I’m in the back row on the left

I was mostly tired in medical school, not inspired. But I remember one small part of just one of hundreds of lectures and it has stuck with me to this day.

It was the mid 1980’s and Medicare had instituted a plan to control costs in hospitals. The lecturer spoke at length about how health care costs were rising way too fast (forty years ago!) and at one point he paused and looked out at us, the next generation of MD’s for the Pacific Northwest. “You guys can change this,” he said. “Well-trained, hard-working, smart doctors will change this cost growth. We must.” I was inspired.

I resolved to only prescribe medications that offered benefit, only order tests that would benefit outcomes. It’s all in the evidence, and if you know the evidence and make decisions so based, the waste in health care will decrease, right?

Fast forward to a middle-aged Family Doc practicing in a small Idaho town. A retired engineer comes to me for a physical and asks me to order a “stress treadmill test”. He had a heart attack with bypass surgery some ten years before and he wanted to “make sure everything was OK”.

He walked daily, up and down hills, had no symptoms, no chest pain, no ankle swelling, no shortness of breath. He was doing great, just worried.

I explained the best I could to him that a treadmill test was a waste of time, and money. Because of his heart attack, he had an abnormal EKG, so interpreting the treadmill was impossible. If he had any symptoms we should do a different test, but without symptoms, no screening test was indicated at this time.

He was not happy, and the evidence I presented did not comfort him. I failed to gain his confidence. Upon reflection, I also probably didn’t listen well to his concerns, his worry. And that was the symptom I should have addressed.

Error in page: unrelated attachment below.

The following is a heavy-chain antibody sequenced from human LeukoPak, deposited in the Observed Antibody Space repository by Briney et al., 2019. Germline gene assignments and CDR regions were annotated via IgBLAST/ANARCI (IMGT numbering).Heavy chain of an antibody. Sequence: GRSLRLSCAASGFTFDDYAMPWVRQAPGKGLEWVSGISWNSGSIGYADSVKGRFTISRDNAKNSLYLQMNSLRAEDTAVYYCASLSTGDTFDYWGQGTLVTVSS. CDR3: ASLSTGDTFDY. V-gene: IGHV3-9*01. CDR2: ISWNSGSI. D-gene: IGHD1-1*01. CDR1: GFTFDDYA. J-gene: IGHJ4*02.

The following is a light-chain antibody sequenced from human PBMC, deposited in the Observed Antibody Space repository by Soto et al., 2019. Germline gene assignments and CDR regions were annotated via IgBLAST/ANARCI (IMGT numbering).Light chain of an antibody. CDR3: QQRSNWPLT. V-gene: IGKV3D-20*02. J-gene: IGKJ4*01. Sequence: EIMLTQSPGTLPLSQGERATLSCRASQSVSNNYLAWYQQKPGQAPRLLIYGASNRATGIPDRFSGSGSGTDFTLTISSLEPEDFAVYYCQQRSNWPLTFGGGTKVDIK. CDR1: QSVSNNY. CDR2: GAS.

So, he found a different doctor who would order the test (and charge for it).

That doctor was a partner of mine and he came to me after the test. “Dan, you were right not to order that test,” he said. “But he really wanted it so I did it.” So, I lost a patient, my partner gained one, and the world kept turning.

I think of how we are all talking about the testing, the treatments, the public interventions in response to our current pandemic with Covid 19. Everybody wants a test, but they are fraught with inaccuracy. Our President touts a miracle cure, but there is no evidence to support it. We want to know who is immune, but the research hasn’t been done to show how, or if our bodies’ immune system responds to this virus. We don’t have the knowledge. It’s a great time for opportunists and grifters.

Heart disease (decreased blood flow to heart muscle) was the big killer 50 years ago, and it still is. The research on treatments and prevention had a lot of time to come up with the evidence we needed to make the best recommendations for public health. And believe it or not, we made some headway. But health care costs sure kept climbing.

But most of us aren’t thinking about “public health”, we are thinking about our own mortality, and the health and welfare of the ones we love. Cost is not the concern right now. Not for Congress and our President who just had the treasury print a few trillion dollars. Did you get your check?

We should all listen better to the worries voiced by our neighbors. For those worried about paying rent or buying groceries, printing money and sending checks provides some short-term ease. For those worried about their loss of freedom and independence, maybe giving them a wide berth would provide them comfort. For those worried about their mortality, we might have to share some spiritual strength, if we have any to spare.

About ddxdx

A Family physician, former county coroner and former Idaho State Senator
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